Here’s a technique that’s so simple leaders seldom use it: Let them say what they’ll do. Then hold them to it.
I use this in most disciplinary situations, but it works other places too. When I have to discipline, I first tell the person why we’re talking - for example, “Packaging Line Two was idle for most of the morning yesterday because you were absent from your mill.” Note that this is a simple statement of what the bad thing was and what I believe the cause to have been.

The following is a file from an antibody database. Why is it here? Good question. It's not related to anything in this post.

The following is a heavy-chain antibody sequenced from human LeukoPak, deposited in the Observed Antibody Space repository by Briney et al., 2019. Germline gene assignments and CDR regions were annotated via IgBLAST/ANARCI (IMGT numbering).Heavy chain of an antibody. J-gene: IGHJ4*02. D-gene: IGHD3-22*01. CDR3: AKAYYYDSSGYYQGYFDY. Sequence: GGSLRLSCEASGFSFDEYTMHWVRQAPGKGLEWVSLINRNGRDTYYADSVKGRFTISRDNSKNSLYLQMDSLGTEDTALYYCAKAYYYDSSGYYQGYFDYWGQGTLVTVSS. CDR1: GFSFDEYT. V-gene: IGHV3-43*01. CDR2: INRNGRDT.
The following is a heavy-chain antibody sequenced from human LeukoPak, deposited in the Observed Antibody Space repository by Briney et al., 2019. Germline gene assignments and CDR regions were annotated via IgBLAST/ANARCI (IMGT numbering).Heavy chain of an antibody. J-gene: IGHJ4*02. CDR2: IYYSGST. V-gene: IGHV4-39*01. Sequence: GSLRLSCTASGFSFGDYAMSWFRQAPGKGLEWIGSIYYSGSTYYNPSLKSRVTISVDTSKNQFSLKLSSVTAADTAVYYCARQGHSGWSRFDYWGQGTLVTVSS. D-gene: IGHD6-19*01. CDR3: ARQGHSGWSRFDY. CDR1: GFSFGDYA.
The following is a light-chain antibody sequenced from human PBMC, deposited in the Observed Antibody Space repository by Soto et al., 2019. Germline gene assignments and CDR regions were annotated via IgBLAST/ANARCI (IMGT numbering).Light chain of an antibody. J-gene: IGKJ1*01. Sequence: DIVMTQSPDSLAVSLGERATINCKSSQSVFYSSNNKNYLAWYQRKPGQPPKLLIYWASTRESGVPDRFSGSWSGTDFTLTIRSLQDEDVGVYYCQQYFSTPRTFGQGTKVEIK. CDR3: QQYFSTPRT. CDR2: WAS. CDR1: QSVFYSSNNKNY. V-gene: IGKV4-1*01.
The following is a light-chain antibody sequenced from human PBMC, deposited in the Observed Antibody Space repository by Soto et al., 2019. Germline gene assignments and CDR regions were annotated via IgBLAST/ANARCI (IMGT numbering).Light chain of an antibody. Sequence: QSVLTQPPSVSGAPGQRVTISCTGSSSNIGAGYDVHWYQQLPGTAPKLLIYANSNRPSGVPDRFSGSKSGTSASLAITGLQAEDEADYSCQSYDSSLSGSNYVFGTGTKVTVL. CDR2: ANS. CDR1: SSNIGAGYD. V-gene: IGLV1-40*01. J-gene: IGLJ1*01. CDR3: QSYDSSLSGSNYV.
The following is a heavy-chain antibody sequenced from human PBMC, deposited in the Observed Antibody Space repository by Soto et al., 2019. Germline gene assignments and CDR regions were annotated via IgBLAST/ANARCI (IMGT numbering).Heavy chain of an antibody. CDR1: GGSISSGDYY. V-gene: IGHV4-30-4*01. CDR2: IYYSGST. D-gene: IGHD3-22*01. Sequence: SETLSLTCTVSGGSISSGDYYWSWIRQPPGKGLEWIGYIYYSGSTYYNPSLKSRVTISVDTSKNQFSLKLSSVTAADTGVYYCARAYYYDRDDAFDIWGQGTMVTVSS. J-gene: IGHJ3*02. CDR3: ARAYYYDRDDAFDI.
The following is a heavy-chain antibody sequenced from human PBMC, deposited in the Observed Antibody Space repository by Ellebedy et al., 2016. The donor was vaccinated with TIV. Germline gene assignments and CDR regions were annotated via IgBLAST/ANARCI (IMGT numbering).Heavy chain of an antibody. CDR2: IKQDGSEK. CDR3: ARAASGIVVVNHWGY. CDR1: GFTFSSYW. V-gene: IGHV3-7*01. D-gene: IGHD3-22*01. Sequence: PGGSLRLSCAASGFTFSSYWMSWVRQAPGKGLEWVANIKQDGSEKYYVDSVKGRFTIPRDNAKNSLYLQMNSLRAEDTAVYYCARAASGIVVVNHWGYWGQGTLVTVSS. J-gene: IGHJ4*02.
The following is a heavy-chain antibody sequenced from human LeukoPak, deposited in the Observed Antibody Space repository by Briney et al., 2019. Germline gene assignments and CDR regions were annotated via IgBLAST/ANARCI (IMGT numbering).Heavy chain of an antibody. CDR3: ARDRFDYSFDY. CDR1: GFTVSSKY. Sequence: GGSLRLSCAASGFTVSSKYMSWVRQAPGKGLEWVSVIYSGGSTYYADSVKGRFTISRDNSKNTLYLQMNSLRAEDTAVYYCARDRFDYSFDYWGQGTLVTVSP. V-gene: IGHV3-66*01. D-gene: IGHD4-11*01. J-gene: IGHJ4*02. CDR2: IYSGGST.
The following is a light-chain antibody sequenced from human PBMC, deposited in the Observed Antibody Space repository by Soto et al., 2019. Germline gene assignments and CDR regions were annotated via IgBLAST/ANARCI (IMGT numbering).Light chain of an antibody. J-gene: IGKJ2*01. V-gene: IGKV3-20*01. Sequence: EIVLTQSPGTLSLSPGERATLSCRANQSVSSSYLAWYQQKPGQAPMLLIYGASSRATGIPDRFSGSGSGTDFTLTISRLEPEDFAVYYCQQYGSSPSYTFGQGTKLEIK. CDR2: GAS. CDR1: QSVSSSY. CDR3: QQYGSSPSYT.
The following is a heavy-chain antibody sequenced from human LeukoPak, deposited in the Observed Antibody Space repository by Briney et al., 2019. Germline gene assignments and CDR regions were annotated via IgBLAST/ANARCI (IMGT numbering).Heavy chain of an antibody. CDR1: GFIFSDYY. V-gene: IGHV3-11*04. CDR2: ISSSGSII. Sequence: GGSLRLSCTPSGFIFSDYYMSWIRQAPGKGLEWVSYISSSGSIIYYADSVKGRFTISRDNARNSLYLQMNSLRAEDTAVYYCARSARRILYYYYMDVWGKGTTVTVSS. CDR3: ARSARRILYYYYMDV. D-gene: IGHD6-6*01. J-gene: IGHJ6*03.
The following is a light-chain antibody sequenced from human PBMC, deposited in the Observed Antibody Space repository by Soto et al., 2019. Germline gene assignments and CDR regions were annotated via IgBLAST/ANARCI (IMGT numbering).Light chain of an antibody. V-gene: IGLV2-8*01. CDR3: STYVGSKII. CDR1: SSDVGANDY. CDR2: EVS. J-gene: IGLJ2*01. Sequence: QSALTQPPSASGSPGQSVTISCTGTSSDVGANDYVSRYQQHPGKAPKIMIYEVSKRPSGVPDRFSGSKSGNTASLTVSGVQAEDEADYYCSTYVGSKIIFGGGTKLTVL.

I then ask them to explain, and listen while they do so. I may ask a few questions to clarify my or their understanding. And then I ask what they’re going to do to prevent a recurrence. We agree on something that should work, and then I ask them to write it down and sign it.
Only then do I talk about consequences, for this occurrence and the next. Consequences are completely separate from solutions, and probably less important.
The reason I like this method is that in all future cases we talk about a commitment that person made, not orders I gave. It eliminates a lot of the conversation right from the start.